By His Eminence Metropolitan Ignatios of Demetriados
The suffering of a new world that is born is not unprecedented for humanity. Much more is it not unprecedented for our nation [Greece], which has not even closed two centuries since obtaining freedom, as well as the rescue of its national self-consciousness. In these confusing times, tragic deadlocks and searches for identity, domestic and existential, spiritual guidance with words, but mainly by a living example, is a vital necessity.
A spiritual leader of exceptional gifts, incredible diligence, widespread education, but mostly Greek Orthodox spirituality and genuine love for his flock, has our people found in the person of Saint Nikodemos the Hagiorite, who lived two and half centuries ago.
From the mid-eighteenth century and for sixty years, Saint Nikodemos generously spent the richness of his gifts with spiritual toil, to lead a people torn by dramatic dangers coming from both East and West.
The danger from the East was Ottoman oppression and atrocity, which condemned a people to ignorance, and a bloody struggle for survival, and the treasures of its faith and culture to a deep mine.
The danger from the West was the indiscriminate triumph over the theocratic Middle Ages by the Enlightenment, which threatened to lead the newly-awakened Greek people to a different kind of extremism - by absolutizing human knowledge and holding in contempt authentic and guileless folk religiosity which for centuries preserved its distinct features.
To the first danger, Saint Nikodemos responded not only with the unprecedented and multifaceted study of all fields of science of the time, but with colossal editorial work, through which emerged and survived precious spiritual treasures.
To the second danger, the Saint recruited the Orthodox secret and neptic tradition from the past thousand years, setting forth a response to the egotistical human wisdom of the philosophical man of the West, by presenting the humble vision of the uncreated light of the Philokalic man of our East.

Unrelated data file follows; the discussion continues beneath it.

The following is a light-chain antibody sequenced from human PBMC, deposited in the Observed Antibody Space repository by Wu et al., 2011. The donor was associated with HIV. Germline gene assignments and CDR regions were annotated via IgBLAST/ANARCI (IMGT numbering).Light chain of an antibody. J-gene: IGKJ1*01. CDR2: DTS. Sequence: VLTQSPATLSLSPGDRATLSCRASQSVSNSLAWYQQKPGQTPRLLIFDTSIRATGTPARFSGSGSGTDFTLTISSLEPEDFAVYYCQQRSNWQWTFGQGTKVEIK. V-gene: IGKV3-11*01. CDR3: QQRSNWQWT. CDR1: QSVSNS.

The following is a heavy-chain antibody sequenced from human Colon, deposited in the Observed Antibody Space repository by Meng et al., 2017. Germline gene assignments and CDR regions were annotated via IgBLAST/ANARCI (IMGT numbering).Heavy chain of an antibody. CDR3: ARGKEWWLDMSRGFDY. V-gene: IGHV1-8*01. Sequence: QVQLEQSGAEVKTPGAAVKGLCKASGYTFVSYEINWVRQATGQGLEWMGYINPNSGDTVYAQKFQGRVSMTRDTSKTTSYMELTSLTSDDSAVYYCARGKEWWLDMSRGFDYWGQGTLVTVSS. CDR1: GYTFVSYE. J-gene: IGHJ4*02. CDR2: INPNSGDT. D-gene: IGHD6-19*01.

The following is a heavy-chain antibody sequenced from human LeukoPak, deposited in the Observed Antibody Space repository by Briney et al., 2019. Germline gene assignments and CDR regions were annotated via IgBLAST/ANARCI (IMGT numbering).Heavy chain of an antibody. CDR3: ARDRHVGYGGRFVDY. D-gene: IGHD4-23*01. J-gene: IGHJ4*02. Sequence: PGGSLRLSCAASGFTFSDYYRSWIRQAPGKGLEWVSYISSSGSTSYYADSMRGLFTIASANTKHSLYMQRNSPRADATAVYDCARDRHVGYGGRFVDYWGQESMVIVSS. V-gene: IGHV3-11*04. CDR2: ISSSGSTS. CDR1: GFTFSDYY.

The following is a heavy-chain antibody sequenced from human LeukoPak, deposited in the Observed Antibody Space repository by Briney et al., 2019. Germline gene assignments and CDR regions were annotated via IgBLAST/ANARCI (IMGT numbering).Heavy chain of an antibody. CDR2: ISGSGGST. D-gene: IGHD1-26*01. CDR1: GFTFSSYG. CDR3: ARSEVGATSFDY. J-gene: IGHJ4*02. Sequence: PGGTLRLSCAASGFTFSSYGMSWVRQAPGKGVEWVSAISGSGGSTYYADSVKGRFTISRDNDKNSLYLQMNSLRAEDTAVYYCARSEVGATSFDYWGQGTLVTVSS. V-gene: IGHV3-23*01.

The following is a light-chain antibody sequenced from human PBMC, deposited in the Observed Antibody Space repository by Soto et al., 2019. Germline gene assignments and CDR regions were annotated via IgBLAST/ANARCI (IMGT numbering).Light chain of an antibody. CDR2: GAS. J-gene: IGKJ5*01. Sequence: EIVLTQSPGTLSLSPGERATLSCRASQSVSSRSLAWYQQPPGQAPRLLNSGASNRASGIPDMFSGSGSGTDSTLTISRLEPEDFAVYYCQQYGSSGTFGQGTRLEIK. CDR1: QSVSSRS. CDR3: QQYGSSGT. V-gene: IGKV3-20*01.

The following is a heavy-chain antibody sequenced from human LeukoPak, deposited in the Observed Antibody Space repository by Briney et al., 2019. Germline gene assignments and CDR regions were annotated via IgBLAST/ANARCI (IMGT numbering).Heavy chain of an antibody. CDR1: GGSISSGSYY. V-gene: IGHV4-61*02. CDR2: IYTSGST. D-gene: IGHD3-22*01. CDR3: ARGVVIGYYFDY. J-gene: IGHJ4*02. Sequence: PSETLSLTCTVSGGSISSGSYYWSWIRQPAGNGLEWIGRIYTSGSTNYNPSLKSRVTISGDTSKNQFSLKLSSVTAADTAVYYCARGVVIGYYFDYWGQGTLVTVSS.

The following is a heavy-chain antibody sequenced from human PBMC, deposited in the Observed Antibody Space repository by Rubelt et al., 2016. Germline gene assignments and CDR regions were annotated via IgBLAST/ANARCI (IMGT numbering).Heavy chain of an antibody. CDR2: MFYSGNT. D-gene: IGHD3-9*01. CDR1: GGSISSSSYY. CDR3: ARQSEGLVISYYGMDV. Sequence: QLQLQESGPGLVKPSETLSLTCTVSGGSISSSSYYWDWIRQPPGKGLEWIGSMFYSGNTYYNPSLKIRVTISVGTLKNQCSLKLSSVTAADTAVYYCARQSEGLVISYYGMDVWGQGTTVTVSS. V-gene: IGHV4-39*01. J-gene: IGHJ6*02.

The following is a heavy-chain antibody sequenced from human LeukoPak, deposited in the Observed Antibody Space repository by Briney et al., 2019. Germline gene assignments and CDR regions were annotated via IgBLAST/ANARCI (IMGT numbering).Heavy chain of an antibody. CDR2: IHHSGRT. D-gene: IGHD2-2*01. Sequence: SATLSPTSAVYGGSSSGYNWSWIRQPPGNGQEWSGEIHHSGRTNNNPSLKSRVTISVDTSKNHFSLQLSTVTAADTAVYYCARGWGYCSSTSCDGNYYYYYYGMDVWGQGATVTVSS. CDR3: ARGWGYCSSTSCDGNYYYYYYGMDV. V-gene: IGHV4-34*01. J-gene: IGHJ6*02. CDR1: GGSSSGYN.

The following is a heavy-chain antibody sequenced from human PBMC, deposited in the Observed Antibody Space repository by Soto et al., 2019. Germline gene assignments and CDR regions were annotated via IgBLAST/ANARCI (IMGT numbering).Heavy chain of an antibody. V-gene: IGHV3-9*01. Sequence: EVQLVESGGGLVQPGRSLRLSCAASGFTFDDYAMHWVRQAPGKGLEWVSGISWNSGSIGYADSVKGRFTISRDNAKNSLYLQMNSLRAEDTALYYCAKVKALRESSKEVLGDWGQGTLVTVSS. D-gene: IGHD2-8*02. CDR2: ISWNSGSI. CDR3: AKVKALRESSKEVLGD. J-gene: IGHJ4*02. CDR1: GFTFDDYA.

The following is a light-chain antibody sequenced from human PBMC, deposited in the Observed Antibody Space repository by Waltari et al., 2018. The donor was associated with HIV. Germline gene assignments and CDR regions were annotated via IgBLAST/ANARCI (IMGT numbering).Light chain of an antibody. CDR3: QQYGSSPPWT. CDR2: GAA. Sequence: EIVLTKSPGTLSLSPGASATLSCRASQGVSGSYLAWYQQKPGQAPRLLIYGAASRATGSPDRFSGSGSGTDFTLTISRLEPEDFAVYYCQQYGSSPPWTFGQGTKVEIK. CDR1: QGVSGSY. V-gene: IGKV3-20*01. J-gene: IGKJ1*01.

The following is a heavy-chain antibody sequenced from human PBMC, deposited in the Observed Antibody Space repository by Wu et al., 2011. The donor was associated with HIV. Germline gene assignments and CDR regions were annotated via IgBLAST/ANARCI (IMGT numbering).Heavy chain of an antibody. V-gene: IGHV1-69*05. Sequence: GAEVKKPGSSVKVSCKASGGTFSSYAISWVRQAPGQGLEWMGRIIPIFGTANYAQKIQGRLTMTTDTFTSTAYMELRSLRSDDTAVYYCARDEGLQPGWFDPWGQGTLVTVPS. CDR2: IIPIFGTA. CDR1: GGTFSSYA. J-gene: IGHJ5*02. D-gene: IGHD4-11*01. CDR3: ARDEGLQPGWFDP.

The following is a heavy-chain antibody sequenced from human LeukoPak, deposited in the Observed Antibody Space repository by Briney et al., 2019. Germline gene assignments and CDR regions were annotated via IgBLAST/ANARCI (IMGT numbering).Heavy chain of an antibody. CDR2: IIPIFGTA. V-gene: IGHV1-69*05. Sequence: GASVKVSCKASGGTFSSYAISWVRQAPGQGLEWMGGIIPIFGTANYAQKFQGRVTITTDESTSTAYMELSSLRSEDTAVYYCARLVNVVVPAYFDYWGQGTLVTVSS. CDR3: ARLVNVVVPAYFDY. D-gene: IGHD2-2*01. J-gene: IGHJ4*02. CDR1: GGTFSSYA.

But this wasn't the only balance he kept. At the same time as he compiled the Rudder - one of his most important works - with the exactitude and rigor of the holy canons, editing it from centuries of additions and alterations, he preserved through the Philokalia - a collection of patristic wisdom, hitherto known through successive editions in the West - pastoral discernment and the love for humanity by Athonite monasticism.
This enduring tightrope allowed him to converse with the Western spirit without altering the Orthodox ethos, and simultaneously maintained the Orthodox treasures without being cut off from the universal spiritual culture.
In the person of Saint Nikodemos the Hagiorite was manifested all the timeless and paradoxical greatness of our tradition - the continuous sinking into the core of Orthodox spirituality, a movement despised by all "progressives" of each era, to become a path celebrating the ecumenicity of Orthodoxy and its encounter by the troubled and lonely man of sterile rationality.
In the early 21st century, where the stamina of mental reserves will be tested, Saint Nikodemos the Hagiorite remains a model in his firmness to the Orthodox doctrine and ethos, as well as in his love for others, which remain in his crystal clear words and vivid example, being a glorious star of Athonite civilization and the society of the Holy Fathers.
Source: Translated by John Sanidopoulos.